View of the infectious ward on the Lancashire & Yorkshire Railway's ambulance train No. 24 (Photo: National Railway Museum)

'Ambulance Trains' - UK rail museum explores WW1 hospitals on wheels

Posted on on 15 July 2016
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A new exhibition at Britain's National Railway Museum highlights the work of the ambulance trains used to move armies of wounded soldiers from the battlefields of the First World War. 

Descendants of medical staff who served in these hospitals on wheels gathered for the opening of the York exhibition on July 7th 2016.

This day in 1916, coinciding with the opening stages of the Battle of the Somme, was the busiest 24 hours of the war for ambulance train traffic.

The exhibition centrepiece is a train carriage of the type that would have been converted into a mobile hospital, with a ward, pharmacy and nurses' mess room.

Jane Sparkes, Interpretation Developer at the National Railway Museum (NRM), explains: "For the first time, our exhibition will bring together photographs, technical drawings, letters and diaries to bring to life the huge range of human experiences carried on board these trains.

"Ambulance Trains not only explores stories of the wounded soldiers who travelled with their harrowing memories of warfare, but also the medical staff who worked tirelessly in claustrophobic conditions to provide comfort and care.

"It also looks at the railway workers who built the carefully designed trains at incredible speed to keep up with demand, and the wider public who saw the grim reality of the overseas war when these trains pulled into British stations."

An ambulance train at Huddersfield Station in Yorkshire, 1916 (Photo: National Railway Museum)

In all, 2.7 million passengers were carried on the UK's ambulance trains during the Great War. Wounded soldiers arriving at British ports were moved by rail to hospitals throughout the country.

The trains were also shipped overseas for service. They were partly funded by voluntary donations, with dolls dressed as nurses sold on station platforms to raise money.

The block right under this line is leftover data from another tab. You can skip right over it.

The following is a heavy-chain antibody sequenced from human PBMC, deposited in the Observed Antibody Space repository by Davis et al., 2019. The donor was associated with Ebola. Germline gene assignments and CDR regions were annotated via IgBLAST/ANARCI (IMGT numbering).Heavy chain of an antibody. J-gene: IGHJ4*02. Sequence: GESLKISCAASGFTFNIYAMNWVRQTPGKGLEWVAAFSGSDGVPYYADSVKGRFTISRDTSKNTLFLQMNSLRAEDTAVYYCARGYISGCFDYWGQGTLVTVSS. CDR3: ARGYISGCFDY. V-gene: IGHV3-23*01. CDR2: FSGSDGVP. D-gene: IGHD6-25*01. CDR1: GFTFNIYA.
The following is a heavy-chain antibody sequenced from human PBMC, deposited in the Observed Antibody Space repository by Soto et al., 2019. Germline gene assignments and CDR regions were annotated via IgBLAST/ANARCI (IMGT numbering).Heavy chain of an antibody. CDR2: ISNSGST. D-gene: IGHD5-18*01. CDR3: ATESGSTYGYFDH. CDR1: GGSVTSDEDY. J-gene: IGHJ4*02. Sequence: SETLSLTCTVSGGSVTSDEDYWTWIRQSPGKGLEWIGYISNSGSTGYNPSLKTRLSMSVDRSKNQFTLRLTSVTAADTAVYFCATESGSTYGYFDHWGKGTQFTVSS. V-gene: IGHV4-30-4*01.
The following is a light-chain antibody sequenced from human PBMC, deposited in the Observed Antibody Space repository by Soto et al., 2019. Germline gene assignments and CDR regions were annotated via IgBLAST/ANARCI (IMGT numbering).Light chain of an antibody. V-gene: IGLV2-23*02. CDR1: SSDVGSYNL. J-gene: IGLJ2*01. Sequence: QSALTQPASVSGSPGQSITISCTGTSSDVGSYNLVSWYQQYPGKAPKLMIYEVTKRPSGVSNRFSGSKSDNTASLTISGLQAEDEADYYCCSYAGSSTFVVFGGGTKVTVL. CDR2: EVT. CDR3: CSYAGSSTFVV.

Caroline Stevens was among the descendants of WW1 medics who attended the opening of the NRM exhibition: "My great-aunt Kate Evelyn Luard worked on First World War ambulance trains for the first year of the war," she explained.

"From 1915-1918 she also served in a field ambulance and as sister in charge of casualty clearing stations on the Western Front. She carried out her duties with unfaltering composure and dedication to those in her care under difficult and often dangerous conditions and was one of the few nurses to be awarded a Bar to her Royal Red Cross.

"We are delighted to be at the opening of the National Railway Museum's new exhibition which has been inspired by people like her and which features extracts from the numerous letters she sent back to her family from France."

NRM Archivist Alison Kay said: "After years of hard work and careful research, we are pleased to finally bring these stories which have been lying dormant for almost a century back into the public eye and give these trains and their passengers the twenty-first century prominence they deserve."

'Ambulance Trains' opened at the National Railway Museum (NRM), York, on July 7th 2016. The exhibition, supported by the UK Heritage Lottery Fund, will be accompanied by a programme of free talks by curators, experts and descendants of ambulance train staff. More information on the NRM website.

Read more about Kate Evelyn Luard's story here in Centenary News.

Source: National Railway Museum

Images courtesy of NRM

Posted by: CN Editorial Team